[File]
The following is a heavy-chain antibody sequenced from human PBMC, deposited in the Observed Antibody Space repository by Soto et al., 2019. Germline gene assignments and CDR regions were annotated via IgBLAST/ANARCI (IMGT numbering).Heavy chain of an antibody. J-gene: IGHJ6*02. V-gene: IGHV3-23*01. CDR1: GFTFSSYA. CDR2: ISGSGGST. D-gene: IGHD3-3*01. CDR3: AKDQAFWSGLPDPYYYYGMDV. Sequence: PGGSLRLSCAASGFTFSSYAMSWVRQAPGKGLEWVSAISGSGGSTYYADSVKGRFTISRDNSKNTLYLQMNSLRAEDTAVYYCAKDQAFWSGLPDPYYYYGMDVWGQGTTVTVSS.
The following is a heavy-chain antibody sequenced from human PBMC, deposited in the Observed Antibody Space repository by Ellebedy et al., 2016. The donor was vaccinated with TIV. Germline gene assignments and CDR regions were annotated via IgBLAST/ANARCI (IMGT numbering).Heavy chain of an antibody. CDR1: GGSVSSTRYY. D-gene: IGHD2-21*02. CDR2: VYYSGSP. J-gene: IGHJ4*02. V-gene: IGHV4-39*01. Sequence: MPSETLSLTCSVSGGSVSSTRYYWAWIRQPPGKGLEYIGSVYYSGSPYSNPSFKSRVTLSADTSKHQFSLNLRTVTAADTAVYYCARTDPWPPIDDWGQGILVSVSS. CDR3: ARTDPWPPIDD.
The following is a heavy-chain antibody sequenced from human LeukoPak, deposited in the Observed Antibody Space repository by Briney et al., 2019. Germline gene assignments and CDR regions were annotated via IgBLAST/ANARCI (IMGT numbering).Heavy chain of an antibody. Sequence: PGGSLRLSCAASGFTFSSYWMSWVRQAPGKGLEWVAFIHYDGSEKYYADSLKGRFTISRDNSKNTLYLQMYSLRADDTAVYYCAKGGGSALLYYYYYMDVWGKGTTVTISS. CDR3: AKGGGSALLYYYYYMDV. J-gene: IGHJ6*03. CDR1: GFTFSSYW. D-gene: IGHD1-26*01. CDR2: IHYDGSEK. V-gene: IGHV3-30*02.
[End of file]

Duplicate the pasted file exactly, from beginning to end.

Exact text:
The following is a heavy-chain antibody sequenced from human PBMC, deposited in the Observed Antibody Space repository by Soto et al., 2019. Germline gene assignments and CDR regions were annotated via IgBLAST/ANARCI (IMGT numbering).Heavy chain of an antibody. J-gene: IGHJ6*02. V-gene: IGHV3-23*01. CDR1: GFTFSSYA. CDR2: ISGSGGST. D-gene: IGHD3-3*01. CDR3: AKDQAFWSGLPDPYYYYGMDV. Sequence: PGGSLRLSCAASGFTFSSYAMSWVRQAPGKGLEWVSAISGSGGSTYYADSVKGRFTISRDNSKNTLYLQMNSLRAEDTAVYYCAKDQAFWSGLPDPYYYYGMDVWGQGTTVTVSS.
The following is a heavy-chain antibody sequenced from human PBMC, deposited in the Observed Antibody Space repository by Ellebedy et al., 2016. The donor was vaccinated with TIV. Germline gene assignments and CDR regions were annotated via IgBLAST/ANARCI (IMGT numbering).Heavy chain of an antibody. CDR1: GGSVSSTRYY. D-gene: IGHD2-21*02. CDR2: VYYSGSP. J-gene: IGHJ4*02. V-gene: IGHV4-39*01. Sequence: MPSETLSLTCSVSGGSVSSTRYYWAWIRQPPGKGLEYIGSVYYSGSPYSNPSFKSRVTLSADTSKHQFSLNLRTVTAADTAVYYCARTDPWPPIDDWGQGILVSVSS. CDR3: ARTDPWPPIDD.
The following is a heavy-chain antibody sequenced from human LeukoPak, deposited in the Observed Antibody Space repository by Briney et al., 2019. Germline gene assignments and CDR regions were annotated via IgBLAST/ANARCI (IMGT numbering).Heavy chain of an antibody. Sequence: PGGSLRLSCAASGFTFSSYWMSWVRQAPGKGLEWVAFIHYDGSEKYYADSLKGRFTISRDNSKNTLYLQMYSLRADDTAVYYCAKGGGSALLYYYYYMDVWGKGTTVTISS. CDR3: AKGGGSALLYYYYYMDV. J-gene: IGHJ6*03. CDR1: GFTFSSYW. D-gene: IGHD1-26*01. CDR2: IHYDGSEK. V-gene: IGHV3-30*02.